Friday, May 31, 2019

River Cruising Along the Border: Minneapolis, Minnesota - Part 2

We’re waking up in downtown Minneapolis. A quick Marriott breakfast bar meal and it’s off…we’re out of here. At least for the day.

Jumping in the rental Ford Escape, it’s onto Interstate 35 heading north. Almost immediately, we’re crossing the Mighty Mississippi when Tim chimes in…

“Isn’t this the bridge that collapsed?”

Watch the Video!

Ah, yes…yes it is…and thanks for reminding me while I (who already has a bridge phobia anyway) am on said bridge.

It was a tragic day several years ago when the bridge here collapsed during evening rush hour killing 13 people and injuring another 145 due to bad design and too much weight. A little over a year later, the replacement bridge…the one we’re on now…was opened up.

Past that infamous river crossing, we continue north into lake country and head east toward the Wisconsin border. It’s a quiet, scenic road…many lakes, streams, farms, and a herd of buffalo.

It’s not long before we’re in the tiny village of Taylor Falls.

Parking’s easy and the ice cream hits the spot at Schoony’s. Afterward, it’s a short walk under the bridge to get to the office of Taylor Falls Scenic Cruises.  The web site promised wheelchair accessible boats but the river is raging a little today and we’ll have to walk down a road to an alternate loading area.

We get there and there are stairs into the boat. The crew easily handles Tim’s manual chair that he uses for travel but I don’t think it would have worked if we’d had his power chair.

It’s a warm day so Letty and I pull a couple of chairs out from the cabin and set up with Tim on the open-air bow. Since most people want to sit on the upper deck, we pretty much have it to ourselves save for the elderly lady with a cane that occasionally comes out to sit there too.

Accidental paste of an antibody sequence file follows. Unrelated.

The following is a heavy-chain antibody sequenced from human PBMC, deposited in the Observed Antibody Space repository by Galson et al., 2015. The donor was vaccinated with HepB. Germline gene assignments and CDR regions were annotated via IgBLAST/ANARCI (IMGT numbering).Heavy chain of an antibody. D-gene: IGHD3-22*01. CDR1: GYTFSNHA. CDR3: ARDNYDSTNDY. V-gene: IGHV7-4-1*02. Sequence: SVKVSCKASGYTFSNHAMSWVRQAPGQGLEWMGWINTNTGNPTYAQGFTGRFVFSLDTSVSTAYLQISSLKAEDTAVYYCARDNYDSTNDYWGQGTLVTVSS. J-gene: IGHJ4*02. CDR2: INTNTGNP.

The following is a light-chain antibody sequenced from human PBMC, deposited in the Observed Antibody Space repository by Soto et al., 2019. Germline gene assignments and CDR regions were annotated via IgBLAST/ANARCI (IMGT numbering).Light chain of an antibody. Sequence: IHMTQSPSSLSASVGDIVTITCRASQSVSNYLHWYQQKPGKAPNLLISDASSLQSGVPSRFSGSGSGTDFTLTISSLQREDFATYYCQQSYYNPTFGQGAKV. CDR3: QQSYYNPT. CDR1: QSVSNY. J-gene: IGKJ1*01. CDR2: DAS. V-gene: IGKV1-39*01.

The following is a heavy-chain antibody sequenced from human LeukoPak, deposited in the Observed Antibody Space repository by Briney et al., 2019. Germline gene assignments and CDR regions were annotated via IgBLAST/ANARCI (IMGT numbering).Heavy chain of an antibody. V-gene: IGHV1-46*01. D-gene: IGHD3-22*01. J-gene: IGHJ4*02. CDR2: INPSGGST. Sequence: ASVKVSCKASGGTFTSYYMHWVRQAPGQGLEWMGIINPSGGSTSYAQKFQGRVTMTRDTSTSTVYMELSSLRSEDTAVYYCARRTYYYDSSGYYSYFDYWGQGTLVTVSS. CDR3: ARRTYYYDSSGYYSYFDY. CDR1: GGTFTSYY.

The paddle wheeler shoves off and we’re on our riverboat cruise of the St. Croix River…Minnesota on the left and Wisconsin on the right.

The first destination is slightly upriver to the “falls,” which after years of floating logs down river have degraded to a short section of rapids. The boat turns around and we head downriver.

The scenery is, in a word, spectacular. The water, the color of tea due to the decomposition of leaves up stream, is clean and inviting.

The crew points out different rock formation as we go through the dells. Kayakers lazily float by wooded islands in the stream.

A bald eagle circles overhead looking for fat fish.

The weather is perfect, the water relaxing, and our batteries are fully charged at the end of the 2 hour cruise.

We spend a little time looking at glacial potholes…deep pockets scooped out of the rocks by ancient glaciers…near the parking lot before moving on.

Downriver we get to the larger town of Stillwater and have dinner at a place we saw on Diners, Drive-ins, and Dives…Smalley’s Caribbean Barbecue.

The hostess is a little clueless at first but finally finds us a spot on the outdoor patio by the bar. The server makes up for her by being very gracious and knowledgeable.

We have some jerk wings, ribs, and their smoked jalapenos that come free and unlimited with each meal. They’re great but the reason they’re unlimited is because they are extremely hot and we’re panting all the way back to Minneapolis.

We've got more to see back in the city but that’ll be next time. Be sure to join us again for the next leg of our great Minnesota adventure.


Copyright 2012 – Darryl Musick
All Rights Reserved
Photos by Letty Musick
Copyright 2012 – Letty Musick
All Rights Reserved

Wednesday, May 29, 2019


Re-running this guest post about a winter adventure in the Great White North of Minnesota...

By Kara Aiello

I love to travel, I always have. Through travel I learn about new cultures and people, challenge fears and prejudices and I do so from the endurance and strength of my wheelchair.  Although I have taken many trips that have excited me beyond the text of a book, there is one trip that I want to share that has been a dream of mine since my relatives in Minnesota took this trip back in the early part of the decade, Back in 2011, with the support of Wilderness Inquiry, an organization that specializes in trips across the globe and makes it possible for all people to travel, including those with disabilities, I flew out to Minneapolis MN to visit my family and embark on a dog sled trip up north near the Canadian border.